Water is a very important part of your fish tank, as it makes up 99.9% of the volume and is the very substance that your marine life will swim through. So when it comes to selecting the right water for your tank, it will be crucial that you find the right type, as the well-being of your fish and plants will depend solely on it.
When it comes to adding water to your fish tank it will be important to test your water before adding your fish to it to ensure that they won’t die.
Reverse Osmosis water or RO water is a purified kind of water that you might often associate with drinking. RO water goes through a process of being pushed through a membrane to remove it of any impurities.
Bacteria, minerals and chlorine are too large to move through the membrane, which gives you a much cleaner water source at the other end. RO filtering has been proven to remove up to 99% of contaminants.
However, often it can also remove minerals and nutrients that you will want to preserve to keep your fish healthy for longer.
Should you bother with buying RO water for your fish tank? What benefits and drawbacks are there to including RO water in your fish tank? Where can you find RO water and how much will it set you back in terms of price?
Well, don’t worry, fish lovers, because we certainly have the answers to some of those questions. We’ll give you a breakdown of what RO water does and what it’s good for, as well as some other types of water and how they’ll affect the fish and plants in your aquarium.
What Is RO Water?
You can set up an RO water filtering system under your sink if you want the purest form of water on demand. RO water is certainly healthy enough to drink, removed of plenty of harmful bacteria and chlorine.
What an RO filter does is run the water through a semipermeable membrane that filters out larger matter such as chlorine, bacteria and certain minerals to purify the water.
There are many different stages in an RO filtering system:
- Pre Filter - prefiltration is usually the first stage where water is run through a carbon filter and a sediment filter to remove the chlorine and sediments that could damage a larger membrane filter.
- This water is then placed in a storage tank until you want to pour it out for drinking purposes or using in your fish tank.
- Post Filtration - post-filtration is when the water is pushed through another semipermeable membrane to finally remove it of any further contaminants.
RO filtering removes many different materials such as fluoride, salt, sediment, chlorine, arsenic, VOCs, herbicides and pesticides as well as many other contaminants. However, it does not remove certain viruses or bacteria. For complete eradication of bacteria, you want to subject your water to UV treatment.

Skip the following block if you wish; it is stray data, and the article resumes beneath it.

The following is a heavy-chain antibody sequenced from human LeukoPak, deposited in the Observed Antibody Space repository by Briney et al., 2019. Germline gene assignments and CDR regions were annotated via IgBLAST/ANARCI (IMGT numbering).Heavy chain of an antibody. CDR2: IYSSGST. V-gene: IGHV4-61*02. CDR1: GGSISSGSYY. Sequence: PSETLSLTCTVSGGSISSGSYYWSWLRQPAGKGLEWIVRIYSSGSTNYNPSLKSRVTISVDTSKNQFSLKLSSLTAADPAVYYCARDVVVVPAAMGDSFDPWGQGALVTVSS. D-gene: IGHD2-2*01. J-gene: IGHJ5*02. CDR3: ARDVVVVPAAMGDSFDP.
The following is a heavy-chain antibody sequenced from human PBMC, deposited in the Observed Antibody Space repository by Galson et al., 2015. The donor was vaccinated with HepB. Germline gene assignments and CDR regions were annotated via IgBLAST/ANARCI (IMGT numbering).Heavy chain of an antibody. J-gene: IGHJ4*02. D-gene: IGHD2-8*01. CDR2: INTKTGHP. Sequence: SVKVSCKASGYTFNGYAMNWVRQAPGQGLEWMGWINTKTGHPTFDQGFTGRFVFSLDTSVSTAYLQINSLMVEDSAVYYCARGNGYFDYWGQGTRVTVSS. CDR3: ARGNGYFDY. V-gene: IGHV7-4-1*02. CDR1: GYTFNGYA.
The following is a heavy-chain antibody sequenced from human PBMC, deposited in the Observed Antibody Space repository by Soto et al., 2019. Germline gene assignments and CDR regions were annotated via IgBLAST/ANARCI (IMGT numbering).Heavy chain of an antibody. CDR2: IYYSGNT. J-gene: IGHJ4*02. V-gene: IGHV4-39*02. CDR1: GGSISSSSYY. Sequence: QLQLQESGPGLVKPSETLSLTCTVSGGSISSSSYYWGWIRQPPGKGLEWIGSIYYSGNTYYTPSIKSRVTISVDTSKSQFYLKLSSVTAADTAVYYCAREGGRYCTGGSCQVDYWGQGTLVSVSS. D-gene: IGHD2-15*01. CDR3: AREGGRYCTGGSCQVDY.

However, although purging your fishtank of these impurities might seem like the best way to achieve a healthy and balanced fish tank, there are certain things that water contains that will be essential to keeping your fish healthy.
Is RO Water Good For Your Fish Tank?
Some of the minerals you find in water are very good for your fish, essential for processes such as osmoregulation and keeping a stable pH level.
Luckily there are plenty of products that will enable you to reintroduce these healthy minerals back into your fishes’ ecosystem.
Remineralizers such as Seachem Equilibrium will restore the balance to your fish tank. You can also add regular sea salt which contains all the good salts and sodium that you might find in the ocean.
To purchase an RO system for your fish tank could cost you anywhere between $50 and $300, depending on whether you want prefilter and postfilter facilities. The filters in your RO system will have to be replaced regularly as salt deposits will build up around their porous holes.
If you are filtering hard water, you might have to replace your filter every 6 months. Soft water requires a less regular change of 2 years. Check your area to see whether there is hard or soft water where you live and adapt accordingly.
Is Tap Water Better Than RO Water?
A popular choice amongst casual fish owners, as it’s literally available on tap. Most people will be tempted to simply put their fish in some tap water and expect them to thrive. Most of the time this approach is perfectly acceptable.
However, the quality of the water will depend on what area you live in. Certain regions have hard or soft water, and you might have to check with your local authority before using a tap source for your fish tank.
Remember: when it comes to using tap water, make sure you dechlorinate it first! Chlorine is introduced to most water supplies to kill bacteria.
However, chlorine doesn’t discriminate between good bacteria and bad bacteria. The good bacteria in your fish tank is the whole reason your fish are thriving in the first place. Without good bacteria, your water will soon become toxic and your fish will quickly die.
Where Can You Get RO Water?
You can purchase RO water in prefiltered jugs where you can just remove the cap and pour straight in.
However, if you prefer a more hands-on approach, you can pick up your very own RO filtering system for your sink. These filters are relatively inexpensive and easy to install, allowing you to filter the water which you can then drink or use to fill your aquarium.
RO systems tend to last anywhere between 10 and 15 years, which will certainly be more value for money. The system itself might have a long lifespan, but the RO membrane and filters will have to be changed periodically.
For hard water areas, your filters will have to be replaced every 6 months, whereas soft waters can last upwards of 2 years. RO membranes will have to be replaced every 2 to 4 years.